Barletta Introduces Resolution Condemning Gassing of Dogs and Cats

Dec 5, 2013
Press Release

Rep. Barletta with a little pal on ASPCA Day on Capitol Hill


Rep. Barletta says hello to DC office dog Ollie


WASHINGTON -Rep. Lou Barletta, PA-11, has introduced a resolution to express the sense of the House of Representatives that it is wrong that gas chambers are still being used to euthanize cats and dogs, some of which may be simply lost and being sought by their owners.  Twenty-three states have banned the use of gas chambers for that purpose.  A lifelong animal lover, Rep. Barletta was known to bring his beloved dog Casey to the office each day while he was mayor of Hazleton.  Another trusted canine companion, Annie, recently succumbed to old age.  A member of Barletta’s staff in Washington, DC frequently brings his own dog, Ollie, to the office at the Congressman’s suggestion.

“Our pets at home have truly been full-fledged members of our family,” Barletta said.  “Casey is no longer with us, and very sadly, my wife and I recently had to put our little dog friend Annie to sleep at the end of a long and well-lived life.  I know that dogs and cats have real emotions, feel love and fear, and do not deserve to be treated in as brutal a manner as they experience in a gas chamber.”

“Gassing dogs and cats as a means of euthanasia is not acceptable, especially in light of the alternatives we have,” said Wayne Pacelle, President and CEO of The Humane Society of the United States. “Not only does this sort of euthanasia inflict needless stress and suffering on animals, but it also takes a toll on the physical and psychological wellbeing of shelter personnel. In the not too distant future, we hope to report that there are no operational gas chambers in the U.S.”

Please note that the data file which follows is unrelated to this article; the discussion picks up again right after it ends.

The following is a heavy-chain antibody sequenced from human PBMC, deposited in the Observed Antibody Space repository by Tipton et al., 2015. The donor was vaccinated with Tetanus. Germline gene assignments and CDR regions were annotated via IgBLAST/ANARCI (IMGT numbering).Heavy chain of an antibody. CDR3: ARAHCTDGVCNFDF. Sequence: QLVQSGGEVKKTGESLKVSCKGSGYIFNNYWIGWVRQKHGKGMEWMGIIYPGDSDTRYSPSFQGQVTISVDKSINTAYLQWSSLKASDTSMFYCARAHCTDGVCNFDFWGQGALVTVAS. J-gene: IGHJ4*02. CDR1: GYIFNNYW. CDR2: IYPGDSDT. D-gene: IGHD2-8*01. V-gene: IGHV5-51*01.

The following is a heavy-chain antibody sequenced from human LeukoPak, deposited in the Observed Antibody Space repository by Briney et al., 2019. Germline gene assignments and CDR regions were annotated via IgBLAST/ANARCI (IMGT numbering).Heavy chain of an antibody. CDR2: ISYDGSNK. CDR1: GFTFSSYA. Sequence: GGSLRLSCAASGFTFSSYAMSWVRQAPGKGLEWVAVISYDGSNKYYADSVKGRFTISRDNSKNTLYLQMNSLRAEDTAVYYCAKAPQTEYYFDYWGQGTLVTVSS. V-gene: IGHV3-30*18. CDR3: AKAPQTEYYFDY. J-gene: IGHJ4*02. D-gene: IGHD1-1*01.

Gas chambers cause end-of-life terror in dogs and cats and cannot guarantee a humane death, particularly in ill, young or aged animals.  The practice also poses psychological and physical dangers to shelter workers in the way of emotional trauma, bites and scratches, or leaks or misuse of noxious gasses.  The resolution notes that approximately 3.4 million animals are euthanized each year in the U.S. and about 3 percent of those (or 102,000) are put down using gas chambers.  

“There is no denying that in many places there is an animal control problem, but injection is the preferable method, especially since the American Veterinary Medical Association finds gas chambers unacceptable,” Barletta said.  “The worst part could be that many of these animals gassed each year may simply be runaways actively being sought by their owners.  To me, the whole issue is heartbreaking.”

The resolution is endorsed by the Humane Society of the United States.